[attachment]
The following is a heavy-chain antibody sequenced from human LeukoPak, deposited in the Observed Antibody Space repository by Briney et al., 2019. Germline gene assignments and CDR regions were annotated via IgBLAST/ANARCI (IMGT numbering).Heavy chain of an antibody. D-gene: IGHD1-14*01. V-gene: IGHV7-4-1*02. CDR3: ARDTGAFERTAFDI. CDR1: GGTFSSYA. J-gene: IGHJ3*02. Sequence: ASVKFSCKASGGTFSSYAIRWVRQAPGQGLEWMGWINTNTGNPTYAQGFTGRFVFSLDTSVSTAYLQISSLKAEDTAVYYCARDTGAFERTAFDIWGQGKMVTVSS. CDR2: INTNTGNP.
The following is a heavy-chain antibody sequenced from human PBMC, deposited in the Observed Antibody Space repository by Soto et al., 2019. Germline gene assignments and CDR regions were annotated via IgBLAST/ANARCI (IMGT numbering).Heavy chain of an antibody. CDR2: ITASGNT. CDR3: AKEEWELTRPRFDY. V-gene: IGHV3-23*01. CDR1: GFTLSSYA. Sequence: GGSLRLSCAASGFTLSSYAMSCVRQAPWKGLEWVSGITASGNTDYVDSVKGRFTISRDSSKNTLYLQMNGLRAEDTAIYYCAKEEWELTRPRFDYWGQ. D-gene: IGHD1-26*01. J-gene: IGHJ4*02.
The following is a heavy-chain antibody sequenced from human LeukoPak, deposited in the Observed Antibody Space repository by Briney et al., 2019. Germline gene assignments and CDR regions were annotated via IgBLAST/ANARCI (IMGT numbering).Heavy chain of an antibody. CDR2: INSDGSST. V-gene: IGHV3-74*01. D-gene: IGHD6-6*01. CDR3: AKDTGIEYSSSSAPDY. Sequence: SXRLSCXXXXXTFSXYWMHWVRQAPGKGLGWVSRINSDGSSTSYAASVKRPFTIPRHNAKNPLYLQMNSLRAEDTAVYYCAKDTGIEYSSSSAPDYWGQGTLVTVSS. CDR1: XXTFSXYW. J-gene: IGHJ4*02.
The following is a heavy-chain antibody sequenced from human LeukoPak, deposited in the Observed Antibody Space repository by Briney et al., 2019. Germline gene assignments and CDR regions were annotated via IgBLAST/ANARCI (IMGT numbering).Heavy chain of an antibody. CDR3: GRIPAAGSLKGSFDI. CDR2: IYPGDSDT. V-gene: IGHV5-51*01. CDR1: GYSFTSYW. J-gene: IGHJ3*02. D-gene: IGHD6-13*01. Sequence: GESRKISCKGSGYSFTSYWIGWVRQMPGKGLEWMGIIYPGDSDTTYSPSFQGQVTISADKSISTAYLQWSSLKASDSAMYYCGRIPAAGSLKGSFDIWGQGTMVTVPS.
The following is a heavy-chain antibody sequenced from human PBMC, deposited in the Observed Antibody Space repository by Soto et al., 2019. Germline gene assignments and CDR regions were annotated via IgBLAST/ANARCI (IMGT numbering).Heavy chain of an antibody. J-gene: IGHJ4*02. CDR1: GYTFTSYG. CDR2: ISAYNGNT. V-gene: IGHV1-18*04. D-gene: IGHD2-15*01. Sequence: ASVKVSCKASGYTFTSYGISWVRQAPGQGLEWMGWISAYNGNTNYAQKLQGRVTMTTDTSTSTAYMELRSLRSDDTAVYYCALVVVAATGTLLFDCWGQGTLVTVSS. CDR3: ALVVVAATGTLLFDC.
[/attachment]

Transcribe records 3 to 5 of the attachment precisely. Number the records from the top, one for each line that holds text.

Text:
The following is a heavy-chain antibody sequenced from human LeukoPak, deposited in the Observed Antibody Space repository by Briney et al., 2019. Germline gene assignments and CDR regions were annotated via IgBLAST/ANARCI (IMGT numbering).Heavy chain of an antibody. CDR2: INSDGSST. V-gene: IGHV3-74*01. D-gene: IGHD6-6*01. CDR3: AKDTGIEYSSSSAPDY. Sequence: SXRLSCXXXXXTFSXYWMHWVRQAPGKGLGWVSRINSDGSSTSYAASVKRPFTIPRHNAKNPLYLQMNSLRAEDTAVYYCAKDTGIEYSSSSAPDYWGQGTLVTVSS. CDR1: XXTFSXYW. J-gene: IGHJ4*02.
The following is a heavy-chain antibody sequenced from human LeukoPak, deposited in the Observed Antibody Space repository by Briney et al., 2019. Germline gene assignments and CDR regions were annotated via IgBLAST/ANARCI (IMGT numbering).Heavy chain of an antibody. CDR3: GRIPAAGSLKGSFDI. CDR2: IYPGDSDT. V-gene: IGHV5-51*01. CDR1: GYSFTSYW. J-gene: IGHJ3*02. D-gene: IGHD6-13*01. Sequence: GESRKISCKGSGYSFTSYWIGWVRQMPGKGLEWMGIIYPGDSDTTYSPSFQGQVTISADKSISTAYLQWSSLKASDSAMYYCGRIPAAGSLKGSFDIWGQGTMVTVPS.
The following is a heavy-chain antibody sequenced from human PBMC, deposited in the Observed Antibody Space repository by Soto et al., 2019. Germline gene assignments and CDR regions were annotated via IgBLAST/ANARCI (IMGT numbering).Heavy chain of an antibody. J-gene: IGHJ4*02. CDR1: GYTFTSYG. CDR2: ISAYNGNT. V-gene: IGHV1-18*04. D-gene: IGHD2-15*01. Sequence: ASVKVSCKASGYTFTSYGISWVRQAPGQGLEWMGWISAYNGNTNYAQKLQGRVTMTTDTSTSTAYMELRSLRSDDTAVYYCALVVVAATGTLLFDCWGQGTLVTVSS. CDR3: ALVVVAATGTLLFDC.